Mojo Music Group
"Sweet Thing" is the second album by the DC area band, Moonshine Society. The core of the band is guitarist Joe Poppen and vocalist Black Betty (Jenny Langer), along with bassist Chris Brown and drummer Rodney Dutton and they have developed their blues and roots music stew. Lending support on some of the tracks are keyboardists Wes Lanich and Benjie Porecki, bassist Tod Ellsworth, and the horns of the great Ron Holloway, Vince McCool and Ken Wenzel. Jason Ricci's harmonica was added onto two tracks. Black Betty and Poppen, when not fronting Moonshine Society, are members of The Ron Holloway Band.
There is a fascinating mix of blues, blues-rock, and soul starting with the opening title track that was penned by Langer. It might be viewed as an answer song to Muddy Water's "Mannish Boy," with Ricci providing some energetic harmonica behind Langer's insistent vocal as she tells her man not to play games with her. "Shake" has a nice groove with a riff that evokes Nick Gravenites "Born in Chicago." Langer sings about going out and dancing the night away with Poppen laying down some fiery single note runs while Holloway has a booting solo. A particular standout selection is the reworking of the Ruth Brown hit, "Mama, He Treats Your Daughter Mean." It is set to a New Orleans second-line groove with Porecki on piano laying down some Crescent City styled piano. Vince McCool takes a brief, fiery trumpet solo, and Holloway on tenor sax and Wenzel on baritone sax take robust solos with the three horns leading the second line until performance fade out. Langer's "Come On Home" is a stunning performance in a Memphis soul style with Porecki channeling Booker T and Poppen evoking Steve Cropper.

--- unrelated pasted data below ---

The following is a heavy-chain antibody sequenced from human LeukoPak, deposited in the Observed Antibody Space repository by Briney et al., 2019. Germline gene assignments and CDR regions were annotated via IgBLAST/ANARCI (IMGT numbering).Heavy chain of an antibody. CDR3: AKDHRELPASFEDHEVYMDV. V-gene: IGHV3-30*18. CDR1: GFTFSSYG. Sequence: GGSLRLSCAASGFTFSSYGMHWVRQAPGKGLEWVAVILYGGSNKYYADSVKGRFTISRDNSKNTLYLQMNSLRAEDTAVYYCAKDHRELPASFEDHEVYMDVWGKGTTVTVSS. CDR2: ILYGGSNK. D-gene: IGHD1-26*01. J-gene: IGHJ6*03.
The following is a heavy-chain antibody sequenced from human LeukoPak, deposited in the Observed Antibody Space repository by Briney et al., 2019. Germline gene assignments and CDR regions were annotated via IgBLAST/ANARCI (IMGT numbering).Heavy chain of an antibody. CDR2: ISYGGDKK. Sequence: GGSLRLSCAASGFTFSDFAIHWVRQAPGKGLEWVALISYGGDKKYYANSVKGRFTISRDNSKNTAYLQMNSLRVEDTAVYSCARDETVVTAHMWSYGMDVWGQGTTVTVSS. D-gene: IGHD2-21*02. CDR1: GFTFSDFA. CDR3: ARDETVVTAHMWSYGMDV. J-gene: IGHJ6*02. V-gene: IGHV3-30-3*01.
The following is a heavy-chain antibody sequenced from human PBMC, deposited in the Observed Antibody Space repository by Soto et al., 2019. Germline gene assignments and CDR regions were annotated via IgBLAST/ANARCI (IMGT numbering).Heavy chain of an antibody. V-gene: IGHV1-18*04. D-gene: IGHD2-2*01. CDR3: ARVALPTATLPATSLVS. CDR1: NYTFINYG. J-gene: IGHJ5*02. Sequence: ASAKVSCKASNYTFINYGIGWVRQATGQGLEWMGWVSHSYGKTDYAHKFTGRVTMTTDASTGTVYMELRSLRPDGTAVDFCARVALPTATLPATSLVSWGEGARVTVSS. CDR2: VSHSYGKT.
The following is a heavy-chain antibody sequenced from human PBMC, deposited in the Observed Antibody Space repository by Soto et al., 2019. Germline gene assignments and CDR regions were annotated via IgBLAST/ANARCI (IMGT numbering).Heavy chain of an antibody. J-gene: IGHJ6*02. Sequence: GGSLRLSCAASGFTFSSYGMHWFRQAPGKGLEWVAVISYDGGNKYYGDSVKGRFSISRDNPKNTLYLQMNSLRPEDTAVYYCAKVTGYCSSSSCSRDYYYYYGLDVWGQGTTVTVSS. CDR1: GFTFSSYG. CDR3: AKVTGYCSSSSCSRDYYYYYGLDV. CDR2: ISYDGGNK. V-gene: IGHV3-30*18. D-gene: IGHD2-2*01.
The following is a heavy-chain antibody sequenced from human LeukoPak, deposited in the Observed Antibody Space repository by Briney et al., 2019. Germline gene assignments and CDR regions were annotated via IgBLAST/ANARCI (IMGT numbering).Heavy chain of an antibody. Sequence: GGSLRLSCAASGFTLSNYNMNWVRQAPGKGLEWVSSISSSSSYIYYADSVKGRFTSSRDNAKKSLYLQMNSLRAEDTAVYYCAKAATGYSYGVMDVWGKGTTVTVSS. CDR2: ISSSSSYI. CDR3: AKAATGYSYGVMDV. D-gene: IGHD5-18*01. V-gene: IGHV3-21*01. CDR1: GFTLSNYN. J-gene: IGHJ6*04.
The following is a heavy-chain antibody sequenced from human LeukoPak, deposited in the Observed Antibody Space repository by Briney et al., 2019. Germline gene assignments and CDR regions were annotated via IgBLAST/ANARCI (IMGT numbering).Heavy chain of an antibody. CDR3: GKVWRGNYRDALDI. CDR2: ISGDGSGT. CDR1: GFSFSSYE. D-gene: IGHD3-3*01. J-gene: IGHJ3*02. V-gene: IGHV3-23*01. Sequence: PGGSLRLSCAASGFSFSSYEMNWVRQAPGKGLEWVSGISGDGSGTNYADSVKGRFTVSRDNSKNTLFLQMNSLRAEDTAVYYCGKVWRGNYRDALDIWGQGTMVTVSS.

There is a tribute to Johnny Winter on "Southern Road," which is more in a blues-rock vein with Ricci adding to this wide-open performance. Another highlight is a mash-up of Bill Withers' "Use Me" and Dr. John's "On Gilded Splinters," with her striking vocal backed by Poppen's explosive blues-rock guitar. Langer ably covers Etta James' "I'd Rather Go Blind," with a nicely shaped guitar solo and backing Langer whose vocal builds with passion as the performance unfolds. "Deal the Devil Made" contrasts with a more restrained vocal and backing. Poppen takes a solo on acoustic guitar on this selection.
A bonus track, "The One Who Got Away," is included. It was recorded in cooperation with "Cancer Can Rock," with a different backing band but also serves as another example of Langer's powerful, focused singing. It adds to the pleasures of an impressive recording.
I received my review copy from a publicist. Here is a video of a recent live performance of "Sweet Thing."